Anything with the Loyal Weapon enchantment will do this in GURPS and will keep trying if someone tries to stop it.
Ratchet & Clank in the original game, your wrench can be thrown boomerang style in a straight line and will always come back after hitting a target. in the original only you are unable to move afer releasing your boomering. from the sequel and on you CAN move after throwing your boomerang and it always come back to wherever you are (though you can only move maybe a couple feet in the time the wrench is flying)
Mega Man has a number of weapons like this, some boomerangs (Quick Boomerang), some... not (Rolling Cutter, Shadow Blade, Ring Boomerang). Unfortunately, you don't get your weapon energy back if you catch them (a flaw that Mega Man X's Boomerang Cutter corrects). Mega Man Zero has a Shield Boomerang weapon that also returns when you throw it, though the throwing arc differs between games - in Zero 3, you can trick the Shield Boomerang into indefinitely revolving around Zero.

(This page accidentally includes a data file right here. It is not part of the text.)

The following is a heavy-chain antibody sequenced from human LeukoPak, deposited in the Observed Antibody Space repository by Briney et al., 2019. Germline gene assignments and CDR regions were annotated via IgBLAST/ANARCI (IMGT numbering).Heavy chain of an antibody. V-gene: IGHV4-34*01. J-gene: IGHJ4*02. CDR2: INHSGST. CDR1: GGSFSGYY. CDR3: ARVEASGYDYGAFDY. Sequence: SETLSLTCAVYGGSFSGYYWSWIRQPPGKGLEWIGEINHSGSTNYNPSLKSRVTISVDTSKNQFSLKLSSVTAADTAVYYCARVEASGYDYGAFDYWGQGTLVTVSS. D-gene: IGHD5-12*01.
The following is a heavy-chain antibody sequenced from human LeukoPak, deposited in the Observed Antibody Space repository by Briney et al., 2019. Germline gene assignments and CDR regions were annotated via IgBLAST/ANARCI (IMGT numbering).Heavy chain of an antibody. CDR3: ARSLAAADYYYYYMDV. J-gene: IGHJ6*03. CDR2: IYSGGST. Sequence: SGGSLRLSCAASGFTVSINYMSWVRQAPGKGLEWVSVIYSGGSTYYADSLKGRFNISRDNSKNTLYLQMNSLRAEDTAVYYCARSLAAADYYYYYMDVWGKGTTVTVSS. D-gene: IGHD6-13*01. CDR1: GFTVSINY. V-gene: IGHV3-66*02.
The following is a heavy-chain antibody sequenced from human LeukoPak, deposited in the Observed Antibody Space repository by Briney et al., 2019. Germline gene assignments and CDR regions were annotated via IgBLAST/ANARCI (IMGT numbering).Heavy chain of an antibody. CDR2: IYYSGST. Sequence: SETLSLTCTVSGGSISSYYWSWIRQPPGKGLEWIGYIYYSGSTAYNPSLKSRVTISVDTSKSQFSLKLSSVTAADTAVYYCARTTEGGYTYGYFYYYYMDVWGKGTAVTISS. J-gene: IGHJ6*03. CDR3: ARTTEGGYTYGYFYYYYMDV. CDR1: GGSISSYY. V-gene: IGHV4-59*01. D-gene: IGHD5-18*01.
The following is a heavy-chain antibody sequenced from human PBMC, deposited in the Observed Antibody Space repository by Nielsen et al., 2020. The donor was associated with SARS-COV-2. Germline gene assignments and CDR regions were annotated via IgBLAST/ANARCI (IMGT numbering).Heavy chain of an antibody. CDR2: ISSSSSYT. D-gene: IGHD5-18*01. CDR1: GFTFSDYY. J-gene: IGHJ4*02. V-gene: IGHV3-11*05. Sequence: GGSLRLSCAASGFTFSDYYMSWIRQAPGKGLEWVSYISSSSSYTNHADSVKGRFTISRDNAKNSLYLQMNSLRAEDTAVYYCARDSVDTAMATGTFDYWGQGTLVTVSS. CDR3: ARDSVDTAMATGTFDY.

This is actually pretty common for video game boomerangs, right down to being able to keep it going indefinitely. Model PX's charged shot (which is an especially bad example, as it holds still for a second before returning) can orbit Aile in Mega Man ZX, without having to keep moving or anything.
In Alien Vs Predator Capcom, the disc would go through enemies and bounce off of walls, but always rebounded straight back at you at the wall or the edge of the screen. If you weren't there or you were in the middle of a damage animation, it flew by you and was lost forever. In the PC second version it lost ability to bounce, but can be "recalled" to you, using part of your energy; also, its guidance system is (still?) very loose.